When I spoke to him, Nurmi was enjoying a beautiful sunny day on the veranda of his Arizona home with his beloved chihuahua nearby. There was an ease in his voice that was almost unrecognizable from that of the impassioned defense attorney whom millions watched defend a client that he, himself, could barely pretend to like. It makes me wonder: if Jodi Arias had never come into his life, would Nurmi still describe himself as “happily disbarred,” or would he have continued in his chosen profession?

He considers his words carefully before replying.

“I really don’t know,” he admits. “I absolutely still enjoy the law as a concept, I like discussing and learning about the law. I enjoy the intellectual pursuit. But I don’t miss the work.”

One can hardly blame him. From pretrial to final verdict, the case dragged on for an exhausting five years. During that time, Nurmi attempted to recuse himself from Arias's defense more than once, citing his client’s unreasonable demands and refusal to cooperate with the legal process. For her part, Arias seemed more than agreeable to it, as well, but the judge denied the change in representation.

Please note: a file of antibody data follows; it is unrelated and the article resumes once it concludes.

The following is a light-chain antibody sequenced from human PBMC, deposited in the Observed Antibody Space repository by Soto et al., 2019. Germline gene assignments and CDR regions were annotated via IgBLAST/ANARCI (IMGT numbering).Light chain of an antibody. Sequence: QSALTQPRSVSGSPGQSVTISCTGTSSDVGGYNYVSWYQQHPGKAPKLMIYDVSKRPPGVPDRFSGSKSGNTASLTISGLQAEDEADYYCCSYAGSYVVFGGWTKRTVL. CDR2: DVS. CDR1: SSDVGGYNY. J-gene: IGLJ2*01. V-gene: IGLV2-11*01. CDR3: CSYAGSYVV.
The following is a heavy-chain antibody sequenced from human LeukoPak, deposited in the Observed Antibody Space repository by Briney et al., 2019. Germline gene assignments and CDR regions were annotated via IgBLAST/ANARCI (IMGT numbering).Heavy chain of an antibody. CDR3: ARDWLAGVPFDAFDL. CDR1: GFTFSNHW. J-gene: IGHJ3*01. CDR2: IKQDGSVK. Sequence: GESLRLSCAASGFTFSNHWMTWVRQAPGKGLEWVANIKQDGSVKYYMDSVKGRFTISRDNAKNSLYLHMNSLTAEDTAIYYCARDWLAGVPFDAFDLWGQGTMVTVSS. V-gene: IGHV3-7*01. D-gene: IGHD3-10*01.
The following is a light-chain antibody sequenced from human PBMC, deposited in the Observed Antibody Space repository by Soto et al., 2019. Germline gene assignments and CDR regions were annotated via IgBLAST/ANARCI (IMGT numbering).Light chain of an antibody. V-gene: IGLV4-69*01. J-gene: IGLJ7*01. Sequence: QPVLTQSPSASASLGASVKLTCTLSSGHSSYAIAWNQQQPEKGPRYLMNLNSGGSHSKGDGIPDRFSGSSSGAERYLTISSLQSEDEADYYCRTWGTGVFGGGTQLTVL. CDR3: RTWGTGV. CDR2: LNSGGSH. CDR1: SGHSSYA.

“Once I had a sense of where this case was going, I was willing to give up the job, simply to get away from Ms. Arias,” Nurmi divulged in his tell-all book Trapped with Ms. Arias, published in 2015. “And when I could not get away, I realized that I was truly trapped in her case, which also meant I was trapped with her,” Nurmi wrote.

His book goes on to cite what Nurmi describes as Arias’s “deeply disturbed” behavior during the course of the trial as another reason why he sought to leave her defense team.

By the time the trial was over, it was no secret that there was no love lost between Nurmi and his client. Many commentators and legal peers maligned his endeavor to write the book, but Nurmi stands by his decision.